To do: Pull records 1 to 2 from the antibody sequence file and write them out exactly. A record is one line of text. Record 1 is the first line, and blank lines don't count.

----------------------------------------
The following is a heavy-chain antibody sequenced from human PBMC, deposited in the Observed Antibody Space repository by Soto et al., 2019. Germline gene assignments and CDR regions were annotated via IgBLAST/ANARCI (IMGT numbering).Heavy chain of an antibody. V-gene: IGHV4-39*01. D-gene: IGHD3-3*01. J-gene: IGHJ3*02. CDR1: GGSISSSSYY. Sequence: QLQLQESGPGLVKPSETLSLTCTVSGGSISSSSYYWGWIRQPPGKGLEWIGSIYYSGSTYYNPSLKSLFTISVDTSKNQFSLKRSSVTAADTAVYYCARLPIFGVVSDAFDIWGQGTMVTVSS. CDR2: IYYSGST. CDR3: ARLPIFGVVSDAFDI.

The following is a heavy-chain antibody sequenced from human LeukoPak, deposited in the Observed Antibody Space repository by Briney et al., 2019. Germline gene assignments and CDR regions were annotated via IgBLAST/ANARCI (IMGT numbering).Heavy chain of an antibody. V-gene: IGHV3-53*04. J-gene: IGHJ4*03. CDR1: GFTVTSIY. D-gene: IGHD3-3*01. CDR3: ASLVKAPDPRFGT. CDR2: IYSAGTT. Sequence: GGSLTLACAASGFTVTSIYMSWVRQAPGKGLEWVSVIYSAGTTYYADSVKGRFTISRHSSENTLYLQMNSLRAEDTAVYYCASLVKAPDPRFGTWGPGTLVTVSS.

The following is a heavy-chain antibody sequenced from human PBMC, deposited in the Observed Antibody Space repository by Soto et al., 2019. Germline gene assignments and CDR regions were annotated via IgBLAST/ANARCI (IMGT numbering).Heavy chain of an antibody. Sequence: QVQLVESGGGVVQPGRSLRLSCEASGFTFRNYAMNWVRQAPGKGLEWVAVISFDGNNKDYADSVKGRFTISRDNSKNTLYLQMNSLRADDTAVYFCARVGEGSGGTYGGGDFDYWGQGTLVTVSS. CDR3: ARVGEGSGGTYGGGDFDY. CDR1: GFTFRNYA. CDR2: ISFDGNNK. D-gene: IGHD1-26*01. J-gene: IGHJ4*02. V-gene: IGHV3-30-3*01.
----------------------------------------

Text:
The following is a heavy-chain antibody sequenced from human PBMC, deposited in the Observed Antibody Space repository by Soto et al., 2019. Germline gene assignments and CDR regions were annotated via IgBLAST/ANARCI (IMGT numbering).Heavy chain of an antibody. V-gene: IGHV4-39*01. D-gene: IGHD3-3*01. J-gene: IGHJ3*02. CDR1: GGSISSSSYY. Sequence: QLQLQESGPGLVKPSETLSLTCTVSGGSISSSSYYWGWIRQPPGKGLEWIGSIYYSGSTYYNPSLKSLFTISVDTSKNQFSLKRSSVTAADTAVYYCARLPIFGVVSDAFDIWGQGTMVTVSS. CDR2: IYYSGST. CDR3: ARLPIFGVVSDAFDI.

The following is a heavy-chain antibody sequenced from human LeukoPak, deposited in the Observed Antibody Space repository by Briney et al., 2019. Germline gene assignments and CDR regions were annotated via IgBLAST/ANARCI (IMGT numbering).Heavy chain of an antibody. V-gene: IGHV3-53*04. J-gene: IGHJ4*03. CDR1: GFTVTSIY. D-gene: IGHD3-3*01. CDR3: ASLVKAPDPRFGT. CDR2: IYSAGTT. Sequence: GGSLTLACAASGFTVTSIYMSWVRQAPGKGLEWVSVIYSAGTTYYADSVKGRFTISRHSSENTLYLQMNSLRAEDTAVYYCASLVKAPDPRFGTWGPGTLVTVSS.